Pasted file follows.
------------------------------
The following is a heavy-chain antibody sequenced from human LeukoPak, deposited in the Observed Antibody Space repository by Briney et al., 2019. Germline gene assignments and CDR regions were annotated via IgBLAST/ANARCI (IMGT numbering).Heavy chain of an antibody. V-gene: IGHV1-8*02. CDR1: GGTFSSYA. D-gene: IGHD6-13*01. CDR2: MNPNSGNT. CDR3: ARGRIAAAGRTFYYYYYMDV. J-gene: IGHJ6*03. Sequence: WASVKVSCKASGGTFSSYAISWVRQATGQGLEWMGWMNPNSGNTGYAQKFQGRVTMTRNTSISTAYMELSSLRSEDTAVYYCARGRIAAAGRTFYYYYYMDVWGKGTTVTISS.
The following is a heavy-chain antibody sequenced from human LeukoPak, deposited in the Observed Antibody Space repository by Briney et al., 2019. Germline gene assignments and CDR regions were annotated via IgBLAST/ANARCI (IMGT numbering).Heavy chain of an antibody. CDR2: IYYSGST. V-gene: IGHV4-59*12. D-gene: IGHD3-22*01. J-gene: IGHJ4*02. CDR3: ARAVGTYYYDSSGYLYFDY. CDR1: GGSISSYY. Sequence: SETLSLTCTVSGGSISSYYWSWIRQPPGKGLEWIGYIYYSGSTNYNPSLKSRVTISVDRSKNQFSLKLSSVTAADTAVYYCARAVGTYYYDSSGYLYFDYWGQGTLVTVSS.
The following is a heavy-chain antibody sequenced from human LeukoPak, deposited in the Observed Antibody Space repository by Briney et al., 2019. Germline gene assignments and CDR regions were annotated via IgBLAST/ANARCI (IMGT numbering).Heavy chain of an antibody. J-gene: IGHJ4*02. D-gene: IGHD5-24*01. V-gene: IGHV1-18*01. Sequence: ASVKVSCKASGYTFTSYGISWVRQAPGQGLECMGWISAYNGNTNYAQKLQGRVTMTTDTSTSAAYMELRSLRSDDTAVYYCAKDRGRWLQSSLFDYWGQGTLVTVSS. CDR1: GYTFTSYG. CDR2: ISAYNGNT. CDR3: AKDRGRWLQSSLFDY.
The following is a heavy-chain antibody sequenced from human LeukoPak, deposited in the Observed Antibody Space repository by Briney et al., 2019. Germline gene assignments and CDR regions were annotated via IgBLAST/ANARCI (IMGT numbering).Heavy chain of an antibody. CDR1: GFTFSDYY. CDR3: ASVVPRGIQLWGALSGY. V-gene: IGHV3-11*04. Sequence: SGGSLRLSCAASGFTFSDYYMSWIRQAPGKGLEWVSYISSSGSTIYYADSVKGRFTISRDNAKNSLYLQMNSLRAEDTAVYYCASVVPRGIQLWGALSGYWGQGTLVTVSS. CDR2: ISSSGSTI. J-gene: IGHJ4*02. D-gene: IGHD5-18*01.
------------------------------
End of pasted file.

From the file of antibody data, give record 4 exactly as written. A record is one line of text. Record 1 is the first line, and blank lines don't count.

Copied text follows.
The following is a heavy-chain antibody sequenced from human LeukoPak, deposited in the Observed Antibody Space repository by Briney et al., 2019. Germline gene assignments and CDR regions were annotated via IgBLAST/ANARCI (IMGT numbering).Heavy chain of an antibody. CDR1: GFTFSDYY. CDR3: ASVVPRGIQLWGALSGY. V-gene: IGHV3-11*04. Sequence: SGGSLRLSCAASGFTFSDYYMSWIRQAPGKGLEWVSYISSSGSTIYYADSVKGRFTISRDNAKNSLYLQMNSLRAEDTAVYYCASVVPRGIQLWGALSGYWGQGTLVTVSS. CDR2: ISSSGSTI. J-gene: IGHJ4*02. D-gene: IGHD5-18*01.